If you think of it, the arts, and I don’t say this exclusively to the arts, I think it’s also true of science and of maths, but I say about arts particularly because they are the victims of this mentality currently, particularly. The arts especially address the idea of aesthetic experience. An aesthetic experience is one in which your senses are operating at their peak, when you are present in the current moment, when you are resonating with the excitement of this thing that you’re experiencing, when you are fully alive. An anesthetic is when you shut your senses off and deaden yourself to what’s happening. And a lot of these drugs are that. We are getting our children through education by anesthetizing them. And I think we should be doing the exact opposite. We shouldn’t be putting them to sleep, we should be waking them up to what they have inside of themselves! But the model we have is this: I believe we have a system of education that is modeled on the interests of industrialism and in the image of it.
I’ll give you a couple of examples. Schools are still pretty much organized on factory lines: ringing bells, separate facilities, specialized into separate subjects. We still educate children by batches, you know, we put them through the system by age group. Why do we do that? Why is there this assumption that the most important thing kids have in common is how old they are? You know, it’s like the most important thing about them is their date of manufacture. Well, I know some kids who are are much better than other kids at the same age in different disciplines, or at different times of the day, or better in smaller groups than large groups, or sometimes they want to be on their own. If you’re interested in the model of learning you don’t start from this production line mentality. It’s essentially about conformity and it’s increasingly about that as you look at the growth of standardized testing and standardized curricula. And it’s about standardization.
I believe we’ve got to go in the exact opposite direction. That’s what I mean about changing the paradigm. There was a great study done recently of divergent thinking. It was published a couple years ago. Divergent thinking isn’t the same thing as creativity. I define creativity as the process of having original ideas that have value. Divergent thinking isn’t a synonym but it’s an essential capacity for creativity. It’s the ability to see lots of possible answers to a question, lots of possible ways of interpreting a question, to think (what Ed De Bond would probably call) laterally, to think not just in linear or convergent ways, to see multiple answers, not one! So, I mean, there are tests for this. One kind of cod example would be people might be asked to say “how many uses can you think of for a paper clip?” All those routine questions. Most people might be able to come up with ten or fifteen. People who are good at this might come up with two hundred. And they do that by saying, “well, could the paper clip be two hundred feet tall and made out of foam rubber?” You know, like “does it have to be a paper clip as we know it, Jim”.
Now there are tests for this, and they gave them to fifteen hundred people in a book called “Break Point and Beyond”. And on the protocol of the test, if you scored above a certain level, you’d be considered to be a genius at divergent thinking. Okay? So my question to you is, what percentage of the people tested, of the fifteen hundred, scored at genius level for divergent thinking? Now you need to know one more thing about them: these were kindergarten children. So what do you think? What percentage at genius level? Eighty? You think eighty? Okay. Ninety-eight percent. Now, the thing about this was it was a longitudinal study. So they re-tested the same children five years later, age of eight to ten. What do you think? Fifty? They re-tested them again five years later at ages thirteen to fifteen. You can see a trend here, can’t you?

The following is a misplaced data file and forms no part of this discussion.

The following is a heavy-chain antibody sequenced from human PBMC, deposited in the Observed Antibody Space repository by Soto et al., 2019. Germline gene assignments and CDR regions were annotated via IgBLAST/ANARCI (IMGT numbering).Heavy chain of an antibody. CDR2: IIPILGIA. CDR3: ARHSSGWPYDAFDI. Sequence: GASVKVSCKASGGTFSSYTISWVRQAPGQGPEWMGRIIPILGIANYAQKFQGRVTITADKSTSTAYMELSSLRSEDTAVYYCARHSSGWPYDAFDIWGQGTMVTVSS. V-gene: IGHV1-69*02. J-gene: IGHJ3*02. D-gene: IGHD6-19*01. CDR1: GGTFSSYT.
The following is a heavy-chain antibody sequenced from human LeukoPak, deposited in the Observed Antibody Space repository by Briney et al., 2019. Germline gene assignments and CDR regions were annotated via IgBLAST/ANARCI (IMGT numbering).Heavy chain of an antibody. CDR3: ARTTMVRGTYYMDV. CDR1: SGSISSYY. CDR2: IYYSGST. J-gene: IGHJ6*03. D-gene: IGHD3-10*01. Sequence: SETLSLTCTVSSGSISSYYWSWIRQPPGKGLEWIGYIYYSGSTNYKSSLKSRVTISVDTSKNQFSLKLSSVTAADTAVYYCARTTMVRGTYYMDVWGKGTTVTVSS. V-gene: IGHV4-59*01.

Now, this tells an interesting story, because you could have imagined it going the other way, couldn’t you? You start off not being very good, but you get better as you get older. But this shows two things. One is, we all have this capacity, and two, it mostly deteriorates. Now a lot of things have happened to these kids as they’ve grown up. A lot. But one of the most important things that happened to them, I am convinced, is that by now, they have become educated. They know they’ve spent ten years in school being told there’s one answer, it’s in the back. And don’t look! And don’t copy! Because that’s cheating! I mean, outside schools, that’s called collaboration, you know, but inside schools…
Now this isn’t because teachers want it this way, it’s just because it happens that way. It’s because it’s in the gene pool of education. We have to think differently about human capacity. We have to get over this old conception of academic, non-academic, abstract, theoretical, vocational… and see it for what it is, a myth. Second, you have to recognize that most great learning happens in groups, that collaboration is the stuff of growth. If you atomize people and separate them and judge them separately, we form a kind of disjunction between them and their natural learning environment. And thirdly, it’s crucially about the culture of our institutions, the habits of institution and the habitats that they occupy.
[Side note: Regarding the results of the study in Break Point and Beyond: When the children were tested for levels of divergent thinking at eight-ten years old, the percentage at genius level had dropped to thirty-two percent. Five years later, the percentage was at ten percent. When adults are given the divergent thinking test, only two percent test at the genius level.]